The revolution might be televised

I was blogging from beyond the grave (outside the office) last week because I was away filming a well-known teatime television quiz show.

 

Although I’m bound by the Official Secrets Act and can’t say what happened, it was a great day and I had a lot of fun.

 

It’s strange though how it seems that “being on telly” is still quite a big deal, and how my friends and family are still really intrigued by what happened and how it all works backstage.

 

There’s also the novelty factor of meeting “celebrities”, etc.

 

My thinking is that the medium would have been diluted somewhat by the internet.

 

Being broadcast to a wider audience is no longer something exclusive to the world of television or film, as pretty much everyone has several social media accounts.

 

People can have their actions, thoughts and opinions beamed around the world at any time, sometimes to an audience many times bigger than the ones even the most popular television programmes get.

 

But yet saying you’re going to be on television elicits a reaction that you might not necessarily get if you were, for example, telling people you live-stream PC games to a regular sizable audience on an evening.

 

Or that you have thousands of Instagram followers who love what you’re having for tea every night.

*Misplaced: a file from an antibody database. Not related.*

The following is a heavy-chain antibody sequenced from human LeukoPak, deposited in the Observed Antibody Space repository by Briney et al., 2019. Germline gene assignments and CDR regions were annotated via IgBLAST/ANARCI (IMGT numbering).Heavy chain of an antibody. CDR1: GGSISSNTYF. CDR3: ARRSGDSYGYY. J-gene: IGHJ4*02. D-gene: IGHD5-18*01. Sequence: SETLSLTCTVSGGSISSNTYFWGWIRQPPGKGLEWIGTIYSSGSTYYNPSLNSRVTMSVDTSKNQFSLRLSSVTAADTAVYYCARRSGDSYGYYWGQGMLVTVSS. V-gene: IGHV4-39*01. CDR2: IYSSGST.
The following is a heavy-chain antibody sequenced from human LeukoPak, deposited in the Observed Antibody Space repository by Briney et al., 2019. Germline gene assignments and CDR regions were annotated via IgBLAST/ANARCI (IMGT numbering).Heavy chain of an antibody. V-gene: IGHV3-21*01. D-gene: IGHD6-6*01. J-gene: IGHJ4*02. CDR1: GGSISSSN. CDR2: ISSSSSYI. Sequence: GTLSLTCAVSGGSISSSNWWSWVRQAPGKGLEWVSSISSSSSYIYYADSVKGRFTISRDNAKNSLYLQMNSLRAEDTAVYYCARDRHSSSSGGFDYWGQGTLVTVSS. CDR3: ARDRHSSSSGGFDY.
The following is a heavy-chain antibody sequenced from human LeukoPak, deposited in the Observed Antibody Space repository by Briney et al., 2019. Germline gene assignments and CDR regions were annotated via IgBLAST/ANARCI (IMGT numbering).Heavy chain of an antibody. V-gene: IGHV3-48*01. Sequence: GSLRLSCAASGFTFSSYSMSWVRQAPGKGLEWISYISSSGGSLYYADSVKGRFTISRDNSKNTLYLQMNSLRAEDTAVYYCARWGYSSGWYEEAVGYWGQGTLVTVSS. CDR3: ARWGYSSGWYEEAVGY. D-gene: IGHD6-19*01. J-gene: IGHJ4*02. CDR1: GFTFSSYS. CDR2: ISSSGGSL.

I think it comes down to being given the thumbs up by professionals who are paying good money to have you appear on their highly-regulated, advertising-driven TV channel. There’s a filter in place there, and it’s still unusual to get beyond that.

 

In relation to this blog, what I’m trying to say is that there’s probably still value in television advertising, even if you’re a small business.

 

Apparently we still see an average of 47 adverts on telly every day. That’s a lot higher than I thought.

 

And the prices for advertising on ITV’s regional networks can be as little as £5,000. Of course this is still a decent-sized sum for most, but not as out of reach as I initially thought.

 

Turns out neither are a lot of forms of adverting that are largely considered to only be for the big boys.

 

You don’t need to go viral or spam social media to be seen.

 

See what your more traditional, but still really viable options are here:

 

https://www.madenotborn.com/starting-your-own-business/

 

It’s all in Module 10 by the way.

 

David

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